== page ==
US-Japanese Missile – SM-3 Block IIA Scores a Bullseye on 1st Intercept Test

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The U.S. Missile Defense Agency (MDA), the Japan Ministry of Defense (MoD), and U.S. Navy sailors aboard USS John Paul Jones (DDG 53) successfully conducted a flight test Feb. 3 (Hawaii Standard Time), resulting in the first intercept of a ballistic missile target using the Standard Missile-3 (SM-3) Block IIA off the west coast of Hawaii. Photo: MDA by Leah Garton

The first live intercept test of the Standard Missile-3 (SM-3) Block IIA interceptor missile was completed successfully on Friday dawn, off the west coast of Hawaii, proving the design maturity of the most advanced interceptor in the sea-based AEGIS Missile Defense system. The intercept was conducted by the US Navy AEGIS test ship – from the USS John Paul Jones (DDG 53) as part of a US-Japanese cooperative development.

“Today’s test demonstrates a critical milestone in the cooperative development of the SM-3 Block IIA missile,” said MDA Director Vice Adm. Jim Syring. “The missile, developed jointly by a Japanese and U.S. government and industry team, is vitally important to both our nations and will ultimately improve our ability to defend against increasing ballistic missile threats around the world.”

 

 

The flight test designated SM-3 Block IIA Cooperative Development (SCD) Project Flight Test, Standard Missile (SFTM)-01, was the third flight test of the SM-3 Block IIA guided missile, and the first intercept test. At approximately 10:30 p.m., Hawaii Standard Time, Feb. 3 (3:30 a.m. Eastern Daylight Time, Feb. 4) a medium-range ballistic missile target was launched from the Pacific Missile Range Facility at Kauai, Hawaii. John Paul Jones detected and tracked the target missile with its onboard AN/SPY-1D(V) radar using the Aegis Baseline 9.C2 weapon system. Upon acquiring and tracking the target, the ship launched an SM-3 Block IIA guided missile which intercepted the target. Based on preliminary data the test met its primary objective. Program officials will continue to evaluate system performance based upon telemetry and other data obtained during the test.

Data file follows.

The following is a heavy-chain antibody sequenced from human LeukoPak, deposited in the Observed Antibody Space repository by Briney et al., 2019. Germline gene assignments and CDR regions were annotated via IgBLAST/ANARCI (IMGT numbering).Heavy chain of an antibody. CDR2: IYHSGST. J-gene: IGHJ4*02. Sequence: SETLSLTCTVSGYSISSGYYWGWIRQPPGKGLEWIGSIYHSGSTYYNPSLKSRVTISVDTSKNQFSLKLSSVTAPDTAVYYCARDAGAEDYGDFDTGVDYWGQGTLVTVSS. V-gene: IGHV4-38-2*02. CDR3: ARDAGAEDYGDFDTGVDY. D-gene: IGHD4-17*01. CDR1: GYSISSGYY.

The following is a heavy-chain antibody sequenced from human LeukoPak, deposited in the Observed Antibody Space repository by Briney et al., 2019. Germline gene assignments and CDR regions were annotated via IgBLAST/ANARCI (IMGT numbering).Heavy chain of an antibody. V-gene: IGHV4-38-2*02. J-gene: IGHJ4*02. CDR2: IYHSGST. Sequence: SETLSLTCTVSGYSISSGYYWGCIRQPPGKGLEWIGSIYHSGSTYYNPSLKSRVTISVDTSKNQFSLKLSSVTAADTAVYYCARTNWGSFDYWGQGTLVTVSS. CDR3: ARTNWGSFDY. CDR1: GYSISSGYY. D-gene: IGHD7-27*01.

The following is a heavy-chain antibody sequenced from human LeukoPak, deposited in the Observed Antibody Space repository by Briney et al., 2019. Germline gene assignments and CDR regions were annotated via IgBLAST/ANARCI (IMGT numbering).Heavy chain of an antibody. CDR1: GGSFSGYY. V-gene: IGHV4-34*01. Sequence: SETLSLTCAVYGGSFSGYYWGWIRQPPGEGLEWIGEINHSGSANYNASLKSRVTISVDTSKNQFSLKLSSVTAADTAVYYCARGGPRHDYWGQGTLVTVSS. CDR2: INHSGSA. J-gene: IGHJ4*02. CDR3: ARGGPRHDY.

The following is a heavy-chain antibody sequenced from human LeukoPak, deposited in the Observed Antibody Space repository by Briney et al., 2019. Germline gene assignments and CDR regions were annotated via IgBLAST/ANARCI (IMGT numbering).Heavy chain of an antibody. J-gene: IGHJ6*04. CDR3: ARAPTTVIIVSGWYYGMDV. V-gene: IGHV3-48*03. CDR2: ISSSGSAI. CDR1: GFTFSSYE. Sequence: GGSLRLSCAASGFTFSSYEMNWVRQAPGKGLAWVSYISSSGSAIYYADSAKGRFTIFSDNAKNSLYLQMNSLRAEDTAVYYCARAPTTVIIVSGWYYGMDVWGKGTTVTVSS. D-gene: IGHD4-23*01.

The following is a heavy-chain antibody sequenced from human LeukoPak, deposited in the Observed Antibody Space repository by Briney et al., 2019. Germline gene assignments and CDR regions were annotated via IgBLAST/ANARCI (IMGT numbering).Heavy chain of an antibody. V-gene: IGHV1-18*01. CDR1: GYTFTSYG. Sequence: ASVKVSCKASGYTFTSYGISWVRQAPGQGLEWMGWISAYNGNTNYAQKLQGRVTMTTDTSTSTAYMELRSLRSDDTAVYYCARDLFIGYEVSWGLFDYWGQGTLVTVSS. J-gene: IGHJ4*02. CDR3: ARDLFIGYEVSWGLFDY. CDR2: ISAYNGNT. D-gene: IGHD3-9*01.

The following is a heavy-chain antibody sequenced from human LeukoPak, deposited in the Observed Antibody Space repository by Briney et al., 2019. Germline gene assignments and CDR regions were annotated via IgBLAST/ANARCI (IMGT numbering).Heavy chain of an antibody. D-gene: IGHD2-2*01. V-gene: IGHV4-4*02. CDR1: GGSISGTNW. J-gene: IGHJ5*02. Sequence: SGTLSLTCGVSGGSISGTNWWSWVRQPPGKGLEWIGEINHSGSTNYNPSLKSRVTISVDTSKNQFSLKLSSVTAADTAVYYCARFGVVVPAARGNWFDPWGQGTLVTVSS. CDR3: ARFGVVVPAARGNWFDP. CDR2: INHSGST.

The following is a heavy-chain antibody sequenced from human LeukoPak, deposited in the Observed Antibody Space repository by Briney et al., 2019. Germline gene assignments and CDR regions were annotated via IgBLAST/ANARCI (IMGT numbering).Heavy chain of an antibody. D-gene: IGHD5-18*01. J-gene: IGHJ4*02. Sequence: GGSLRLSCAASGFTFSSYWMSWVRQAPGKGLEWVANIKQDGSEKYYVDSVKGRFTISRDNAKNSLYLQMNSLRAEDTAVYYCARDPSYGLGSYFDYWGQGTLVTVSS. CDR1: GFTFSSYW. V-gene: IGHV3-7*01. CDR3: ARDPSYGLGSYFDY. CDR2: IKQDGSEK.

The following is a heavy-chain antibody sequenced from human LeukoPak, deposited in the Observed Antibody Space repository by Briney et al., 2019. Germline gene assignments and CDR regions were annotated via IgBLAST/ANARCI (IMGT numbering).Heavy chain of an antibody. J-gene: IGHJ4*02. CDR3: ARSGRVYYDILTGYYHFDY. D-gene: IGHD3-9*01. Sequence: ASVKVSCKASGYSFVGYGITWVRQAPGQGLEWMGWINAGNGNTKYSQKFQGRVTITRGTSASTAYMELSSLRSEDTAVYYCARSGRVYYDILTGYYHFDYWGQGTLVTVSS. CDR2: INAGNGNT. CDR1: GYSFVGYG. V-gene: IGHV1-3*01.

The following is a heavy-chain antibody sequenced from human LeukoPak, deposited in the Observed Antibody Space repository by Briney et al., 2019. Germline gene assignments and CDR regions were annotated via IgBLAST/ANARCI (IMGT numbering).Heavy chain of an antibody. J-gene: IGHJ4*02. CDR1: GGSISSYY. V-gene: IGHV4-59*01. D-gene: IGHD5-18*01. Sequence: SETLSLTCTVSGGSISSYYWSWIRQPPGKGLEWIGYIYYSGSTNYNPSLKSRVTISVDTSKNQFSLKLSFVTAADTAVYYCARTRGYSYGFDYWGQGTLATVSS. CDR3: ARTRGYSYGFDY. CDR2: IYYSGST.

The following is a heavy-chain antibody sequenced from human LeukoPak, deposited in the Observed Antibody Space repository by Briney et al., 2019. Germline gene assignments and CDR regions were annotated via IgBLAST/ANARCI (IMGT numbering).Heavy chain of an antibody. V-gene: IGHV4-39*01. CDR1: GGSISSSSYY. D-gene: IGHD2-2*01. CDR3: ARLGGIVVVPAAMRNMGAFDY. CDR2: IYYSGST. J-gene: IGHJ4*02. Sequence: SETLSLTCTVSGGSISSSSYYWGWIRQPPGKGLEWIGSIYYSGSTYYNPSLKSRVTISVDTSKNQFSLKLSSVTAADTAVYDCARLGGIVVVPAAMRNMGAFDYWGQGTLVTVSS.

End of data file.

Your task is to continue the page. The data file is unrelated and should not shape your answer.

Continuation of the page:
The test’s primary objective was a successful intercept. The mission was also designed to evaluate key missile system performance, including the kinetic warhead, divert and attitude control system functionality, nosecone performance, steering control section function, booster performance and separation and the second and third stage rocket motor performance and separation.

This test also marks the first time an SM-3IIA was launched from an Aegis ship and the first intercept engagement using the Aegis Baseline 9.C2 (BMD 5.1) weapon system. Future flight tests will continue to evaluate system performance, en-route to a 2018 deployment at sea and ashore, in support of the European Phased Adaptive Approach Phase 3.

The interceptor’s kinetic warhead has been enhanced to best address advanced and emerging threats, with improvements to the search, discrimination, acquisition and tracking functions. The kinetic warhead, along with larger rocket motors, allows SM-3 Block IIA to engage more sophisticated threats and protect larger regions from short- to intermediate-range ballistic missile threats, providing greater operational flexibility.

The SM-3 Block IIA interceptor is designed to defeat short- to intermediate-range ballistic missile threats. It operates as part of the Aegis Ballistic Missile Defense system and can be launched from Aegis-equipped ships or Aegis Ashore sites. Aegis Ballistic Missile Defense is the naval component of the U.S. Ballistic Missile Defense System. The MDA and the U.S. Navy cooperatively manage the Aegis BMD program. The Missile Defense Agency’s mission is to develop and deploy a layered Ballistic Missile Defense System to defend the United States, its deployed forces, allies, and friends from ballistic missile attacks of all ranges in all phases of flight.